'The Trial' is unique in the annals of progressive rock. I'm a WATERS critic, I believed his megalomania and the band members' indifference destroyed the band, but here he got it exactly right. The music-hall style trivialises the various participants, yet the power of the music and the sheer weight of what has gone before means that when GILMOUR starts in with the leitmotif guitar theme we are horrified at what is happening. The intensity cranks up moment by moment until the chants of 'Tear down the Wall!' assume Nazi-like proportions, petrifying in their menace. I cannot praise the conclusion to this album highly enough, nor its pathetic denouement. Some may laugh, but I consider this moment the climax of WATERS' musical career. Somewhat ironic, that, when you think about it.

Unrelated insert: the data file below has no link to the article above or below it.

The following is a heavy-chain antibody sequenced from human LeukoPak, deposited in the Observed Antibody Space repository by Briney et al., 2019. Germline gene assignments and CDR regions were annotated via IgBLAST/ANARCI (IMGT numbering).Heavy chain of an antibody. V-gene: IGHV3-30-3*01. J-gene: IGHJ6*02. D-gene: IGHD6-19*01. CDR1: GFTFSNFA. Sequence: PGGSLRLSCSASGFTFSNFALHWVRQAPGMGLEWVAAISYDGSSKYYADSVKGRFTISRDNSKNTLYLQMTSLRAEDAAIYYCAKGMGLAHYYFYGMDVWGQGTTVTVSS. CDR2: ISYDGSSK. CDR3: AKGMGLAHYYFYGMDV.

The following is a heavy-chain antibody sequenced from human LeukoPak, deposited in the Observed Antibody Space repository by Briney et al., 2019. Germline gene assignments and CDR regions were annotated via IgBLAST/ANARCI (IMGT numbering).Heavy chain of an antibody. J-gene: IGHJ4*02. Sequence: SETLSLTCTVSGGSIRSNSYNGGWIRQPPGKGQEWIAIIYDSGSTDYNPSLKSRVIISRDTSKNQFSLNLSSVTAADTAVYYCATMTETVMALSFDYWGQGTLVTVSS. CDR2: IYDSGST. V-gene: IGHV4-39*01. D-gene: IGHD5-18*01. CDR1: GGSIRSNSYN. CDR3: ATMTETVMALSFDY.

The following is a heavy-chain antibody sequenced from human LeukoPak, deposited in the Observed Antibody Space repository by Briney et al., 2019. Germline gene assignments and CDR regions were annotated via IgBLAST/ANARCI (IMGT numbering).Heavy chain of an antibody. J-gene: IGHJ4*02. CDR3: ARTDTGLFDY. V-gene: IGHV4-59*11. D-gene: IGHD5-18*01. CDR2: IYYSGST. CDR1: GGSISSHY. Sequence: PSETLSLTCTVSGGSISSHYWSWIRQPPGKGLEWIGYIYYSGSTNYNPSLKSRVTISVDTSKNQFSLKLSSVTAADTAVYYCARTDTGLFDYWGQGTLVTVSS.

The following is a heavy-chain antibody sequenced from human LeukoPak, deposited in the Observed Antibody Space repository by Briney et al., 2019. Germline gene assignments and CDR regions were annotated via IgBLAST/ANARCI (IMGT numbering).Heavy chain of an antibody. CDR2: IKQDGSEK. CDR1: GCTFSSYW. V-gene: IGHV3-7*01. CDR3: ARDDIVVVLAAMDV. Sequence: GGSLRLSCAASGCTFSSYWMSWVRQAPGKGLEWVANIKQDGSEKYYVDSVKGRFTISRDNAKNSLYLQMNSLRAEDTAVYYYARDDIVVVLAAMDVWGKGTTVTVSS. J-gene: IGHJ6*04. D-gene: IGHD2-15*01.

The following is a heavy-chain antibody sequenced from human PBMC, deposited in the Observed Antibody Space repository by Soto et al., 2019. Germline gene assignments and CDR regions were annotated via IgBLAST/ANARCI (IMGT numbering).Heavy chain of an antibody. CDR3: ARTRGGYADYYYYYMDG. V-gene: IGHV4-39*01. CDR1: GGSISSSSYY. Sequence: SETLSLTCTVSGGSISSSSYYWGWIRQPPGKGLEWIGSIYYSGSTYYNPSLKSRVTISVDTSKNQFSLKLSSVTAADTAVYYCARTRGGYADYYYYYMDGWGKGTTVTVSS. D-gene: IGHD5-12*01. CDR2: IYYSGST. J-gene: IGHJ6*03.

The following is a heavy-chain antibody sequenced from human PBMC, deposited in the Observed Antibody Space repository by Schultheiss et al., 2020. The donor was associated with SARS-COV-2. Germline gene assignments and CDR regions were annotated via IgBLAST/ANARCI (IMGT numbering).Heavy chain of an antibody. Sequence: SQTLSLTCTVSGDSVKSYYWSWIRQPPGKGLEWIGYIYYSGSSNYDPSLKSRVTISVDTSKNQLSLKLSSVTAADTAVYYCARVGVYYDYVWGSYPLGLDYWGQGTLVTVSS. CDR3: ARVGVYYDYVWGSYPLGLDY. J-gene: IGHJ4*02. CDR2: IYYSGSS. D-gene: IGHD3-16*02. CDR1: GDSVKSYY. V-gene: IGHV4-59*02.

Yes, there are serious flaws in this album, sufficient that the rating is a fair reflection of its overall merit. It could have been even better than it is. However, there is enough sheer brilliance in this record that, despite the misgivings, its masterpiece status must be acknowledged. If any album in these archives can be considered essential, this, the last great rock opera, certainly can.

russellk | 5/5 |